Diary: So why is the Queen still waiting to speak?

 

The poor old Queen must be wondering how many days in her diary have to be kept blank while her ministers send out confusing messages as to when the next Queen's Speech is to be held.

This event usually happens once a year, in November, or else immediately after a general election. The most recent was on 25 May 2010. By next week, two Novembers will have slipped by, and we still will not know when Her Maj. will come to Parliament to strut her stuff once more.

The decision to delay the Queen's Speech seems to have come from out of nowhere. It was not part of the coalition agreement thrashed out in May 2010, but was arrived at later. No one outside the government was consulted, Lord Wallace, a government whip admitted in the Lords earlier this year.

Two weeks ago, the leader of the Commons, Sir George Young, announced that the Speech will be in May. That was promptly contradicted by Lord Wallace, who told the Lords that Sir George meant to say 'in the spring'. The day before, Sir George fell into line by telling MPs "I am not in a position to confirm a specific date."

On 6 February next year, the Queen will have been on the throne for 60 years, so she is not going to want to be reading out a political speech near that day. It cannot be done in the run up to the local elections, because the Speech would then be a political broadcast for the coalition parties, which would seem to rule out holding it before 3 May. Another three weeks, and the coalition will have managed the unique feat of keeping her waiting for two years.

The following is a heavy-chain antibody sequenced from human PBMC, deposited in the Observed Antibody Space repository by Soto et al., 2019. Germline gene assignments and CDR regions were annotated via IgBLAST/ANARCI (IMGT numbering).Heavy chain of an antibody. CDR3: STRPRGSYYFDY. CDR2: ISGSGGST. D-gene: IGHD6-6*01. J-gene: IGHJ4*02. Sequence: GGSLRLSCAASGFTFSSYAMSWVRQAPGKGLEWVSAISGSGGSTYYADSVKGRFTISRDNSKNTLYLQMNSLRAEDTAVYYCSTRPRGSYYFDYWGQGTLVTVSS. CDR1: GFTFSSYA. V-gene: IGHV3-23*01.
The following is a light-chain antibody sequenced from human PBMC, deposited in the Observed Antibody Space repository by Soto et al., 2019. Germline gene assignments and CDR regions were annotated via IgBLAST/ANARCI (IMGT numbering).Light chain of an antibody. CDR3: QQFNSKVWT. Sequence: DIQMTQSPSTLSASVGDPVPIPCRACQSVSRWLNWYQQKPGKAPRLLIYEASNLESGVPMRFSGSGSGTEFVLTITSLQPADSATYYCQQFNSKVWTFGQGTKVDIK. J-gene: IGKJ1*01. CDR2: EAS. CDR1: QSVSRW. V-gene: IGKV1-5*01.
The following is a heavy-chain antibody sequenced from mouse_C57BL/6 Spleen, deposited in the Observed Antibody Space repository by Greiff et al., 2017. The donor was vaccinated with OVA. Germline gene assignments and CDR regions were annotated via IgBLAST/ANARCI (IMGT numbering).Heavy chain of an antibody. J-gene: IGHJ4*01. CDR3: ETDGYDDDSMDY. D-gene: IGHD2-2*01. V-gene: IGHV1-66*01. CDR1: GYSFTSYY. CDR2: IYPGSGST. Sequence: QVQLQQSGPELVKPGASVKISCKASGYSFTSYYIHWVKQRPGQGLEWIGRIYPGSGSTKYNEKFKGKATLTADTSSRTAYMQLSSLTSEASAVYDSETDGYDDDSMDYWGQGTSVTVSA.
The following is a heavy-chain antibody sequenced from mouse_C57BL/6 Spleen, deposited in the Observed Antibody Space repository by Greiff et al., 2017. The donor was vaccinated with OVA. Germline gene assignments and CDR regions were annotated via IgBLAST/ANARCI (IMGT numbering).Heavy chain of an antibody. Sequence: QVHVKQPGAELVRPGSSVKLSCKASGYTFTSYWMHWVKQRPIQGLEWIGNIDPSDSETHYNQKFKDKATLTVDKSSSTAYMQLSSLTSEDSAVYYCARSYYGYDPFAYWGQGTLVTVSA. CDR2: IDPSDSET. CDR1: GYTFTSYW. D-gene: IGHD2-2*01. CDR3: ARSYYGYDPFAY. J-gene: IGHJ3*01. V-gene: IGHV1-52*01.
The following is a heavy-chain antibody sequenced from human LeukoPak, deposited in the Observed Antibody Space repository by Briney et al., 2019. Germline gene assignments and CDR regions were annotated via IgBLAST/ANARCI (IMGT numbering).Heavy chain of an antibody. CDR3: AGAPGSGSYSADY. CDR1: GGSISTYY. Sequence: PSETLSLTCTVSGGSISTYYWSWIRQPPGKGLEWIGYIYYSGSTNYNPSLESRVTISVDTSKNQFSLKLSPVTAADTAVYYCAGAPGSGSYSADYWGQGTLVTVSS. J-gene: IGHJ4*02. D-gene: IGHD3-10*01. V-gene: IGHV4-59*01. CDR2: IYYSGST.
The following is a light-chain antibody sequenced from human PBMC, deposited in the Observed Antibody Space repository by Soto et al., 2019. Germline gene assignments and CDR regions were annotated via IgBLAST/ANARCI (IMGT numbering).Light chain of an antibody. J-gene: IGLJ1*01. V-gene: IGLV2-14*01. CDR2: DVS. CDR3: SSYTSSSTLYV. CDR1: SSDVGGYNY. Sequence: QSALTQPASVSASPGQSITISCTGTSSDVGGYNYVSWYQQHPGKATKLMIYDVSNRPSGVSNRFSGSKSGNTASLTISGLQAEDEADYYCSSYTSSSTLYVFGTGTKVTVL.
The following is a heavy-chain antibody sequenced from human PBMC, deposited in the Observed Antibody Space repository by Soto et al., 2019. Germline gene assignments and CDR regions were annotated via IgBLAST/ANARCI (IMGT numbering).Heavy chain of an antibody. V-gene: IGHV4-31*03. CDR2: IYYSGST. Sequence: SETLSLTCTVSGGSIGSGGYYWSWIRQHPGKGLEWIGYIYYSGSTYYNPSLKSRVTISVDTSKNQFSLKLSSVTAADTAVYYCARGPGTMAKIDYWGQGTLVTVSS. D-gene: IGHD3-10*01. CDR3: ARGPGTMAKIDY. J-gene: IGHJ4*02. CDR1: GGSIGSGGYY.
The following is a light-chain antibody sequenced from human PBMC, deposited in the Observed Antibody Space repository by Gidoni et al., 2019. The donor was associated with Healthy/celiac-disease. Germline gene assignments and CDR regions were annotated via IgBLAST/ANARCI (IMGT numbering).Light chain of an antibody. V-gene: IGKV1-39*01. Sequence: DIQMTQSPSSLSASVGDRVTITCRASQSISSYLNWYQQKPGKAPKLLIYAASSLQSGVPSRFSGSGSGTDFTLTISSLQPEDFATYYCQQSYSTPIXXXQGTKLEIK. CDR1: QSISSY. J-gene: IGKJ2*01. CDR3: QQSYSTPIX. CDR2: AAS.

Cameron fails as a used car salesman

One of the most effective political posters of all time was devised by John F.Kennedy's campaign team in 1960, featuring a shifty looking Richard Nixon over the caption, "Would you buy a used car from this man?"

The people who run the on-line market craigslist have commissioned a YouGov poll to see which of the best known world leaders have the Nixon look. The result, I am afraid, is not brilliant for David Cameron.

He did okay when respondents were asked from whom they would most want to buy a used car, though he was below Barack Obama and Angela Merkel. When they were asked from whom they would least like to buy an old charabanc he was down at the bottom, only just ahead of the now deposed Silvio Berlusconi.

Tory triumph lost in a cloud of CS gas

A meeting in a coffee shop in Stroud, in Gloucestershire, last May was a triumph for the local Tories when their leader, Frances Roden, persuaded an Independent, Ray Apperley, to join the group and give them the one vote majority they needed to retain control over Stroud District Council. They were so pleased that they made Council Apperley the council's deputy chairman. But it has all turned sour. On Thursday night, it was announced in Coun Apperley's absence that he is stepping down after a police raid on his home which led to his arrest for possession of two canisters of CS gas. The councillor said he imported them from Poland to protect his home against burglars, and did not know he was breaking the law.

Revealed: the curse of Steptoe

The veteran scriptwriter Alan Simpson cleared up a small mystery for me when met we met at an "Oldie" lunch this week. Reading Hansard for 24 July 1962, column 1254, as one does, I came upon a cryptic exchange between Dr Donald Johnson, Tory MP for Carlisle, and the Postmaster General, Reginald Bevins. Dr Johnson was complaining about an offensive 'epithet' or 'expletive' heard on the BBC, and wanted the government to take action to ensure that it was never broadcast again.

This discussion was interrupted by another MP who complained that he did not know what Dr Johnson was talking about, but the Speaker, Sir Harry Hylton-Foster, ruled that no explanation could be forthcoming because it would involve "unparliamentary language".